8 OUT OF 10 STARS
Author: Eugenia Kim
The novel speaks about two sisters who grew up, separately. Inja is left in South Korea while Miran accompanies their parents on a trip to the United States. It was meant to be a temporary situation whilst the Cho family sought better financial opportunities abroad. However, the Korean War broke out which, in turn, resulted into longer years of separation.
The story basically revolves around the struggles of Inja and Miran as they come to grips with growing up whilst being caught up in two different cultures–one is in America while the other is in South Korea–as their elders tell them that they’d soon be together again.
Why You Should Read It
Anyone who is a fan of historical narratives packed with cultural citations and familial responsibilities would definitely love Kim’s latest novel. Author of The Calligrapher’s Daughter, Eugenia Kim offers a new family-centered tale that is filled to brimming with coming-of-age heroisms as well as with the prevalent problems that affect immigrants worldwide. It also lends a better understanding of Korea, its people, and how the country got divided into two separate sovereign states.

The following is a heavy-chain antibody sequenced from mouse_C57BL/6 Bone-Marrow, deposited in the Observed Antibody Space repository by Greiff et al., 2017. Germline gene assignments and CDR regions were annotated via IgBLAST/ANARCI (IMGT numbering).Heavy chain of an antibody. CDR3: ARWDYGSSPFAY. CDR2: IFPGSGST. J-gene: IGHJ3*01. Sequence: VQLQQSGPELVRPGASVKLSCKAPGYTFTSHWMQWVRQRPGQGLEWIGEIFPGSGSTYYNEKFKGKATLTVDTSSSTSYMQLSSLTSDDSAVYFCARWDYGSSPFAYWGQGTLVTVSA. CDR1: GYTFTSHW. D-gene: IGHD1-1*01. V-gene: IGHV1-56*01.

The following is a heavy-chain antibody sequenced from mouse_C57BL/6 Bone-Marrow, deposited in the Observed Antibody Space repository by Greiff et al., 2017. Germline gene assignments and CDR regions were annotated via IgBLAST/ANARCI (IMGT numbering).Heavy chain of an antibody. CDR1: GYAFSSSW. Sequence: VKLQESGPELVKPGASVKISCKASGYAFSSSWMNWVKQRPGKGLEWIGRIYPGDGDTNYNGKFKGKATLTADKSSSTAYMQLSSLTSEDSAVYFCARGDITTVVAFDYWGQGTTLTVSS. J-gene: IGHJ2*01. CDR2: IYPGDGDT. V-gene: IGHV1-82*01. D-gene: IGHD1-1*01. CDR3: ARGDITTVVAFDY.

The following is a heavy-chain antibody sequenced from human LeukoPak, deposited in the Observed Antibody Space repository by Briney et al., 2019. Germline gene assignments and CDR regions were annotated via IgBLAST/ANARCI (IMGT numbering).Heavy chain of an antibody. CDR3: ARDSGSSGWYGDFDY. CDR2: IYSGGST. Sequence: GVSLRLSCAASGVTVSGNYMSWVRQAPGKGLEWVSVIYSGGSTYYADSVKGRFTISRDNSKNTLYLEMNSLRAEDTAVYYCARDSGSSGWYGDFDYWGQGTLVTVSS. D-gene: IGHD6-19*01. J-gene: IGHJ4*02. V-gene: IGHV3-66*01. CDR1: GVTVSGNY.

Why You Shouldn’t Read It
The book isn’t recommended for those who seek action-filled pages as it doesn’t delve deep into the political and social skirmishes of the infamous bloodshed, also referred to as “The Forgotten War,” that split Korea into two. It focuses on the drama that unfolds whilst a family gets torn apart by conflict, distance, and crucial decision-making.
The Kinship Of Secrets is a must-have. Well-written and well-limned, the novel gives off the flavors of hope, love, and forgiveness–apt qualities that perpetuate solidarity within families all over the world.